IoT, agritech under spotlight with new Kiwi pilots

Published on the 01/02/2019 | Written by Heather Wright


Kowhai farm agritech IoT trials

Environmental benefits drive collaboration on agritech research…

New Zealand agritech is in the spotlight again with an internet of things farming trial now underway and the country about to spearhead a new global agritech initiative.

The local trial is aiming to demonstrate that better use of digital technologies will enable Kiwi primary sector businesses to be more productive and competitive, while the global trials will look at nutrients and fertilisers as part of a study utilising New Zealand’s biotech R&D community.

The IoT tech trial is ongoing at Lincoln University’s arable farming research facility Kowhai Farm and sees a range of sensors deployed, including a nitrate sensor in a bore to monitor the quality of the water table, along with sensors for soil moisture, air quality, climate and plant health. Control sensors are also being trialled to open and close gates and water valves, and some the farm vehicles.

“2019 could be the tipping point for New Zealand and the farming export sector.”

Kriv Naicker, NZ IoT Alliance executive director, told iStart subsequent phases will have a look at more sensors, including ones from Spark and KotahiNet which will be included in the next phase of the pilot.

“One of the areas arable farmers are struggling with is around precision agriculture. They’ve got collection methods for forecasting a lot of their activities, but the data collection is constrained at the moment by existing legacy collection methods.

“IoT can give them another layer of granularity in terms of the richness of the data from advanced sensors. These can give farmers a really good overlay of data onto their current data sets for decision making.”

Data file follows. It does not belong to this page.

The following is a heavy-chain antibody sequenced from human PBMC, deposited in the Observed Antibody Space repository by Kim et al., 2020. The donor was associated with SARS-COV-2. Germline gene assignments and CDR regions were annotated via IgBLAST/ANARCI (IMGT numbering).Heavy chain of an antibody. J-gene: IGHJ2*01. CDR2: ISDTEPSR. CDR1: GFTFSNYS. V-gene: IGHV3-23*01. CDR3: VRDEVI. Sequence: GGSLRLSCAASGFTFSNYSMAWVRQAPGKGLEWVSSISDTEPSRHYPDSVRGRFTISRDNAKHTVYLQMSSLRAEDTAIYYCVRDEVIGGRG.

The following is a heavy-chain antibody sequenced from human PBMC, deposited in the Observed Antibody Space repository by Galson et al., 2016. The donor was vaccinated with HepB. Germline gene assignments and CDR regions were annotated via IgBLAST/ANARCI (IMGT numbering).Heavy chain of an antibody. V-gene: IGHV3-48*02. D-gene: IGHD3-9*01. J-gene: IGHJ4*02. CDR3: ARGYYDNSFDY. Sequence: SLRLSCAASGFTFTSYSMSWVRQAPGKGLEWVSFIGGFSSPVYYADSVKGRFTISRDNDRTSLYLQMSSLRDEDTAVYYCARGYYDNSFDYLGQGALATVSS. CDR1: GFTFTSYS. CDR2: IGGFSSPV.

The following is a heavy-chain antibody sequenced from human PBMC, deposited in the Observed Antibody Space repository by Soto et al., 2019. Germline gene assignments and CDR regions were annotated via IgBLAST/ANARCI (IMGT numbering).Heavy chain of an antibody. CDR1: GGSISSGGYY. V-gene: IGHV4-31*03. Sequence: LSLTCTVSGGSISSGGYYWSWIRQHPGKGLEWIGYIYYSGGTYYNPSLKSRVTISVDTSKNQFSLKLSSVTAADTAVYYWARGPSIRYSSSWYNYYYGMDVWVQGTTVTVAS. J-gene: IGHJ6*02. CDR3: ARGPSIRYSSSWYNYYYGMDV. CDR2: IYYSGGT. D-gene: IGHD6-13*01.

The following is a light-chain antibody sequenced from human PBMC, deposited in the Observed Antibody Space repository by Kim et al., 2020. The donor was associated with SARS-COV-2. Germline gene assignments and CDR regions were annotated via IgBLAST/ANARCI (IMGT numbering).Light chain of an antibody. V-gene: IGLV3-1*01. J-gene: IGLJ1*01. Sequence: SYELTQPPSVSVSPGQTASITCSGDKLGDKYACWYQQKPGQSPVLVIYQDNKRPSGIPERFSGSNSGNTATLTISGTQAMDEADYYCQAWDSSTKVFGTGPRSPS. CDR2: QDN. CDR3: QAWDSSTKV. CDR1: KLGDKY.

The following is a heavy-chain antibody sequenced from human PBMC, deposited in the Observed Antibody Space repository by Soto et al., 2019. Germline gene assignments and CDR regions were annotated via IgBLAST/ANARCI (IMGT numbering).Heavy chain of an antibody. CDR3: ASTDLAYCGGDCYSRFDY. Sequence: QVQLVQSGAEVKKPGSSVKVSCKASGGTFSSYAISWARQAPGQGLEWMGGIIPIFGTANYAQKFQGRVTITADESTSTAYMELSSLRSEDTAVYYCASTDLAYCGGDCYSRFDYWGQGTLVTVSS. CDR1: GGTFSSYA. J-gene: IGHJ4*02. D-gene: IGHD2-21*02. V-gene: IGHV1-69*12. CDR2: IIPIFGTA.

The trial is a New Zealand IoT Alliance pilot in collaboration with the Ministry of Business, Innovation and Employment and its ‘Business Uptake of ICT’ programme, which identified industry sectors requiring stimulus from a technology awareness and adoption perspective.

Naicker says the arable farming community is lagging behind other areas such as dairy, horticultural, viticulture, and orchards in technology uptake.

While the sector is a small player in the New Zealand market, Naicker says it underpins many other agricultural activities, supporting them through providing feed (primarily poultry and pork production).

Naicker says the trial, which will run for a year, ‘is around understanding what the arable farmers need to do to help precision agriculture improve from a data collection, data analytics and data intelligence perspective’.

“Worldwide, the adoption and implementation of precision agriculture has become possible because of the development of sophisticated sensors, robots and sensor networks combined with procedures to link mapped variables to appropriate farming management actions,” he says.

“Sensors, either wired or wireless, integrated into an IoT system gather essential data needed for cost effective and sustainable farm management.

“The pilot is showcasing the technology needed for precision agriculture methods and techniques in a hands-on pilot demonstration that will be monitored and evaluated by the Foundation for Arable Research.

“The trial aims to get farmers to see the value in deploying technology which is rapidly evolving and we feel that 2019 could be the tipping point for New Zealand and the farming export sector,” Naicker says.